There’s been a bit of “Not today. Don’t anyone critique him today. Today is the day the PM is above critique.”
The day we suspend critique is the day we confer absolute power.
I didn’t go into this election planning to be a Rudd yes-woman, and I’m not going to start now, not even for a day. The Opposition certainly isn’t going to do anything useful in terms of critique; it is down to citizens. If all you’d like to do today is bask in the moment, best not to read on.
So, the explanation for my macro:
He had me at “Sorry”. (Not that I’m one of the important people to “have”; that’s Nelson’s misperception.) I think he should have stopped there. The first half of the apology is wonderful. The vast majority of his accompanying address is heart-rending, disturbing, insightful, moving, and to the point; it should be in every high school class before the day is out. The Closing The Gap plans – health, education, housing – should be good ones, by the sounds of things. We are making some steps in the right direction, but we’re nowhere near there, and there are troubling signs.
Rudd may not have spoiled the moment, but he blemished it with the “Sorry, but…” of “mutual responsibility”.
“Mutual responsibility” ((Clarifying note: Centrelink currently uses the term “Mutual Obligation” as an official term for the concept. I don’t think Rudd could have got away with using “obligation” for that reason, but he is (thus far) getting away with “mutual responsibility”, which is synonymous. ~lauredhel)) may have been a perfectly cromulent phrase in the distant past, but it has been irretrievably blighted by its use to justify Howard’s paternalistic and punitive approach to Indigenous affairs. Rudd’s a smart man, a keen student of history. I can’t in good faith postulate that he doesn’t understand this.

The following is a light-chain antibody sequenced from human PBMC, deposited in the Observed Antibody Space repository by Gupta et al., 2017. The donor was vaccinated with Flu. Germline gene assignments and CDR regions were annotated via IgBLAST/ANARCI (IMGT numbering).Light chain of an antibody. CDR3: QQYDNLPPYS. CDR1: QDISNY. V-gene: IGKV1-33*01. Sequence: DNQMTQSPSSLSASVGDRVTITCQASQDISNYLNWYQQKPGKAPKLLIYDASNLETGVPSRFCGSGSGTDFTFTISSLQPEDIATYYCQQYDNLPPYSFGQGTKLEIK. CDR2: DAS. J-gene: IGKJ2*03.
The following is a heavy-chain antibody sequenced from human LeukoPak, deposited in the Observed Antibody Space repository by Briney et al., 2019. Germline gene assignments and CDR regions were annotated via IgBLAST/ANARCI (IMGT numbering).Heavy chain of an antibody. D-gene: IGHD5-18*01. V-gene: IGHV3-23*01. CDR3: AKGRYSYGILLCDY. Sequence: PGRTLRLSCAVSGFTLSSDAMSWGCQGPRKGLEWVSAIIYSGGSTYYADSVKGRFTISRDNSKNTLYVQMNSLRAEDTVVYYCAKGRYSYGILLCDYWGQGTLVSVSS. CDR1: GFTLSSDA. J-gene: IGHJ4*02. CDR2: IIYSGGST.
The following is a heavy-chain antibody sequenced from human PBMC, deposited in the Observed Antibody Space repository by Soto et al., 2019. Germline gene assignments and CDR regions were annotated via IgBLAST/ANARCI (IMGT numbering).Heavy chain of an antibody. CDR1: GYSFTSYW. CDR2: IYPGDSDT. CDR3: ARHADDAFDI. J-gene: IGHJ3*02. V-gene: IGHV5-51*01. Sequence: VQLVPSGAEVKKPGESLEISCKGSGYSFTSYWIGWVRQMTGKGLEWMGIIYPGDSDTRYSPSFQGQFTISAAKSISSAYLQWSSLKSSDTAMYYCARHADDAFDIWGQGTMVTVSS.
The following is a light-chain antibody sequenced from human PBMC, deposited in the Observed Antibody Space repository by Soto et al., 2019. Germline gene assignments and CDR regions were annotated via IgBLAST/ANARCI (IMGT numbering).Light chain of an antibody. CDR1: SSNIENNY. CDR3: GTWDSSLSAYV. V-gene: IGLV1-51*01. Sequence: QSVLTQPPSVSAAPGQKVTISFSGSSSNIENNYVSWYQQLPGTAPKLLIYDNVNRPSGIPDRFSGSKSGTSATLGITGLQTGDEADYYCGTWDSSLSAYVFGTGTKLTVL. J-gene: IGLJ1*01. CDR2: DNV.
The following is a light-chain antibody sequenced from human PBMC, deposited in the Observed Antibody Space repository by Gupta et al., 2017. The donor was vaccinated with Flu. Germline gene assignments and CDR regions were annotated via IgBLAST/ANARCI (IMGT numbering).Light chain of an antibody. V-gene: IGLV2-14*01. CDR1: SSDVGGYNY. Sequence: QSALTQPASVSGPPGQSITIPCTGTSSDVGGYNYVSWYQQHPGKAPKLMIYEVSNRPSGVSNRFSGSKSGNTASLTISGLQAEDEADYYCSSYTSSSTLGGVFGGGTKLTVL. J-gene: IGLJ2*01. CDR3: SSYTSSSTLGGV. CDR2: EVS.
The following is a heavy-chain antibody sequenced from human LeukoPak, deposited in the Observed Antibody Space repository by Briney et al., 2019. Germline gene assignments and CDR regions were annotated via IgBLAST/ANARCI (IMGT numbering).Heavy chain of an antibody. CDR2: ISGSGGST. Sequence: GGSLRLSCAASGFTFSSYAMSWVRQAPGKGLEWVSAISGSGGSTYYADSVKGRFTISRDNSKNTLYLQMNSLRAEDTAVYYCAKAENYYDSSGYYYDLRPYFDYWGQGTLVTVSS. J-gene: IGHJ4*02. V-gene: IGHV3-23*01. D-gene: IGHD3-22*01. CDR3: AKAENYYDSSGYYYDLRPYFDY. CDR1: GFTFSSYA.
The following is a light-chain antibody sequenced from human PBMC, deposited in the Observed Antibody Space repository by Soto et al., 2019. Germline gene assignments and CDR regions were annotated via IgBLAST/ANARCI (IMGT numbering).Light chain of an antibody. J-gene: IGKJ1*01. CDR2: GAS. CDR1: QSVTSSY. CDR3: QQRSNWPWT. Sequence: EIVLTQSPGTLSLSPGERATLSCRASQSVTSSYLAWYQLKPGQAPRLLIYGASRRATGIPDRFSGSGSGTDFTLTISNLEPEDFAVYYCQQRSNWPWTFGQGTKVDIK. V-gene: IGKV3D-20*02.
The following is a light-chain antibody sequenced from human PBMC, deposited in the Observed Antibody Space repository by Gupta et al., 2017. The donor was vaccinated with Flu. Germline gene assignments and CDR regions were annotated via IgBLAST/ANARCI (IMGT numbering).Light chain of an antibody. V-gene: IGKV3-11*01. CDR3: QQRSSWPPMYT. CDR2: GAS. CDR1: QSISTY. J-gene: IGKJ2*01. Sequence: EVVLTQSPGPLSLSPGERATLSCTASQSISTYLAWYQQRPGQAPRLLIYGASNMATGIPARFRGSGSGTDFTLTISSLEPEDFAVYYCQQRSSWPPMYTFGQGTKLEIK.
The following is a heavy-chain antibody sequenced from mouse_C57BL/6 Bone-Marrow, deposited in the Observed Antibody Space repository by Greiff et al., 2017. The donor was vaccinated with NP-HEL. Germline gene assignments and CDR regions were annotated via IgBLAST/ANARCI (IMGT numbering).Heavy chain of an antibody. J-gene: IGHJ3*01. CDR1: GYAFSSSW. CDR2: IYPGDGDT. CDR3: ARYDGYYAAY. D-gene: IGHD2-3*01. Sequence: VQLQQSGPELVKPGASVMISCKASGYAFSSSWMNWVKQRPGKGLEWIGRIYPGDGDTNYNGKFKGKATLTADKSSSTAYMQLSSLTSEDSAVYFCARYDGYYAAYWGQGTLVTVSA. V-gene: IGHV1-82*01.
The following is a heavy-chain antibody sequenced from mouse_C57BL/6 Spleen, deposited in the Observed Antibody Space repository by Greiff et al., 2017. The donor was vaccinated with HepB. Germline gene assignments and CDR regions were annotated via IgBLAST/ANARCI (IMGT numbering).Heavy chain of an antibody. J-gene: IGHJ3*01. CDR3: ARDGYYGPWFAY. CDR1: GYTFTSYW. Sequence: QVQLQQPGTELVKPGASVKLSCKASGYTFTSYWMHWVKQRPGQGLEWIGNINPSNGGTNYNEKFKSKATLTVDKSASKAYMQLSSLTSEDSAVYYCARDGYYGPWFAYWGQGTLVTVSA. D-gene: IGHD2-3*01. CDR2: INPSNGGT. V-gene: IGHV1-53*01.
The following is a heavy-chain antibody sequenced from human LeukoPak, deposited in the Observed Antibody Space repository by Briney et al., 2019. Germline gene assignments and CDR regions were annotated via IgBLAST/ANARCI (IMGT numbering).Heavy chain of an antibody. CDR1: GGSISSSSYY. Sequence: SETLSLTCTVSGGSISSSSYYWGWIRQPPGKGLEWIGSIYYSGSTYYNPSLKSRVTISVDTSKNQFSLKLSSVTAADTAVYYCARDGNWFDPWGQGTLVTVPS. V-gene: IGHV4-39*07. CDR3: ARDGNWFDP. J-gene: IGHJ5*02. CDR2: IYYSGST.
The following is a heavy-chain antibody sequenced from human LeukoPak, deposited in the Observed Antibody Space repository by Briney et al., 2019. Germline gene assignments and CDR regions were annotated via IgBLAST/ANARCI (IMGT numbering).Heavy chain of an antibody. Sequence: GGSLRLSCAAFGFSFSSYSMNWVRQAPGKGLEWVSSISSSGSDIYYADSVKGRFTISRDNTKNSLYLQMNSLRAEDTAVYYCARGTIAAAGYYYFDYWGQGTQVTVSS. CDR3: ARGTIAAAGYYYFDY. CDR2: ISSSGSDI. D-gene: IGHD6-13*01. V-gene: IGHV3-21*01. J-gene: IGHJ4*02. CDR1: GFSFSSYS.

“Mutual responsibility” means “We whitefellas set the rules, you follow them and we’ll get along, ok?” “Mutual responsibility” is the opposite of self-determination. “Mutual responsibility” is Rudd laying down the law that the Indigenous rights process will go only _this_ far. He is opening the door just an inch, and jamming it there. He is saying “Well, we’ve said Sorry, now it’s time for you to pull your socks up too” – all in the same breath.
“Mutual responsibility” says “You’re colluding in your own oppression”. “Mutual responsibility” says “You owe us, too”.
This all fits in with Rudd’s previously stated Indigenous policy direction. We know that Rudd wants to expand punitive, paternalistic welfare systems. We know he isn’t going down an indigenous self-determination path. He made that absolutely clear in his address, when he talked about being a “fully united people”, and about the parliament setting a “destination for the nation… a centralised organising principle”. He speaks of individual human rights, of one nation, and of moving forward united, while avoiding any mention at all of Indigenous rights as peoples, as nations. He makes it very clear that Parliament won’t be relaxing its strangehold of power over Indigenous lands and peoples any time soon. Is this merely a kinder, gentler assimilationism for the twenty-first century?
I think we’re falling into a new set of wranglings over Indigenous affairs. I see Rudd pushing toward a post-apology benevolent paternalism imbued with the rhetoric of national unity and individual rights and responsibilities. Not toward respect for Aboriginal and Torres Strait Islander peoples as collectives, not toward self-determination, not toward reparations. Not toward a real implementation of the UN Declaration on the Rights of Indigenous Peoples. That remains the no-go zone for this government.
I’m elated that the official denial about the Stolen Generations is finally over. The apology part was superb and sincere. A national exhalation was almost audible. I can be excited and thrilled and hopeful and disappointed, all at the same time. He had us at “Sorry”. I wish he had stopped there, for today.